Yellowstone is located mainly in Wyoming, but parts of the park spill into Montana and Idaho. Summers are beautiful, lush with countless types of plant and animal life, but winters are an entirely different story.
The park receives 50 to 200 inches of snow per year, heavier on the interior than at entrances, which makes road use unfeasible. Plows stop running the first Sunday of November through late April other than one road that’s kept open all year which runs from the north entrance at Mammoth to the northeastern entrance at Cooke City, according to Yellowstone National Park Lodges.
While plowing may be stopped, it doesn’t mean that no snow removal occurs within park limits, so how do you go about it? Snow banks can get unbelievably deep, sometimes 10 feet or more, so you can’t just attack it with a typical plastic shovel.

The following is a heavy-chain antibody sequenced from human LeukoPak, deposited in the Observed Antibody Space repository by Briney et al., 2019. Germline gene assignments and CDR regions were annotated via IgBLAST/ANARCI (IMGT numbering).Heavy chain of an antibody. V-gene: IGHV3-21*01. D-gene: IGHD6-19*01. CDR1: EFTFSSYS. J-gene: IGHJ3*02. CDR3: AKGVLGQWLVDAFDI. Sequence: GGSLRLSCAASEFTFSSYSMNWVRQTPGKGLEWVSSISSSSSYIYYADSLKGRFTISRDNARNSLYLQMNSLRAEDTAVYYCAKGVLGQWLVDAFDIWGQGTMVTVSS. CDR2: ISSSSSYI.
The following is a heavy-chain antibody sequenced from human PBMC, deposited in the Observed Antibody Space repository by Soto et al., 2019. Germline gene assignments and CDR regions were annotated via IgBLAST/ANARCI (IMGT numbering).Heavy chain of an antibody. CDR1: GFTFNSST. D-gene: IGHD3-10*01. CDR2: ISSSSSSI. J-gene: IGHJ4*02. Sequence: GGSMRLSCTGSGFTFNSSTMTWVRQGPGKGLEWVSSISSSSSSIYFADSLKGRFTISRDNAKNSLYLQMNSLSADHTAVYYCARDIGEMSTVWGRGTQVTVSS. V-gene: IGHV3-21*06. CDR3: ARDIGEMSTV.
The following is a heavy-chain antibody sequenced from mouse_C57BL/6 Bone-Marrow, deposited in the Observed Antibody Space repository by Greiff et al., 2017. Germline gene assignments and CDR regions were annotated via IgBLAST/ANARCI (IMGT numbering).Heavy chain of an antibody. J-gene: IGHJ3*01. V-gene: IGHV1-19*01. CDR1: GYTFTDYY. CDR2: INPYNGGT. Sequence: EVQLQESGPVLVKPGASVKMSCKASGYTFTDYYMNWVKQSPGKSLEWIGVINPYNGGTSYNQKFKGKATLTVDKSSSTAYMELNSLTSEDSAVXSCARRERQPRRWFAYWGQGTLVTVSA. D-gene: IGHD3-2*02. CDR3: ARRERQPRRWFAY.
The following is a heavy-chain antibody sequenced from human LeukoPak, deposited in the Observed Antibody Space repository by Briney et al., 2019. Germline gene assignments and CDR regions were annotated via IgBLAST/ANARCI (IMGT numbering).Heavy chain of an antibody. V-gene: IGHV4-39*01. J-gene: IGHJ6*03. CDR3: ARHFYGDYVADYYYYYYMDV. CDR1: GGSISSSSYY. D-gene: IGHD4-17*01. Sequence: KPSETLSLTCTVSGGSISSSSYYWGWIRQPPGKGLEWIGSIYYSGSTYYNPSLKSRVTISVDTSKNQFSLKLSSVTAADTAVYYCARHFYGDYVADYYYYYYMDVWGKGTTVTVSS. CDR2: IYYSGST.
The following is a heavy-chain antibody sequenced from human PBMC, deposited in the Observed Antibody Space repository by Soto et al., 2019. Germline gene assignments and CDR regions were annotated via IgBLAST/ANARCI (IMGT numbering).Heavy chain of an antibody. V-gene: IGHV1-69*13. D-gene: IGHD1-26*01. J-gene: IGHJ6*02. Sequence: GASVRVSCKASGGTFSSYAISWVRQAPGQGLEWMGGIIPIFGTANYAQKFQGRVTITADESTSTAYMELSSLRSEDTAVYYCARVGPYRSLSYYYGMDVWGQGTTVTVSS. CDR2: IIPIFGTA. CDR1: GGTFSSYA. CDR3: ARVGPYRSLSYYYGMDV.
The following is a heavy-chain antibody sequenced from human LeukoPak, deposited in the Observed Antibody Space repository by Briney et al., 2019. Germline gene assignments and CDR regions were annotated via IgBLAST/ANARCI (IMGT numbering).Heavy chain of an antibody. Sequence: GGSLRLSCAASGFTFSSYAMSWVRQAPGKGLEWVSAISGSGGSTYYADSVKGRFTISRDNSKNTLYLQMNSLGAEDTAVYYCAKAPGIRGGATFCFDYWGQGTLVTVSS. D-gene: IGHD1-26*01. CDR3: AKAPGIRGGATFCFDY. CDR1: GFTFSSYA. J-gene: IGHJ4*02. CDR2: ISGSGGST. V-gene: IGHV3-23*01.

Turns out, they have a very unique and skillful way of handling the problem, as we can see in this video taken by a tourist who visited in January of 2019.
The Canyon General Store was covered in about 7 feet of snow and one tough worker was tasked with digging it out. Instead of just putting his head down and blindly attacking the mound, he figured out a genius way of moving it.
He cut out refrigerator sized chunks and used two shovels to drag the giant snow rectangle to the disposal area. Genius, just plain and simple.
Of course, it’s going to take a long time to clear all of that, but man is it satisfying to watch.
The simple pleasures of watching someone who’s great at their job…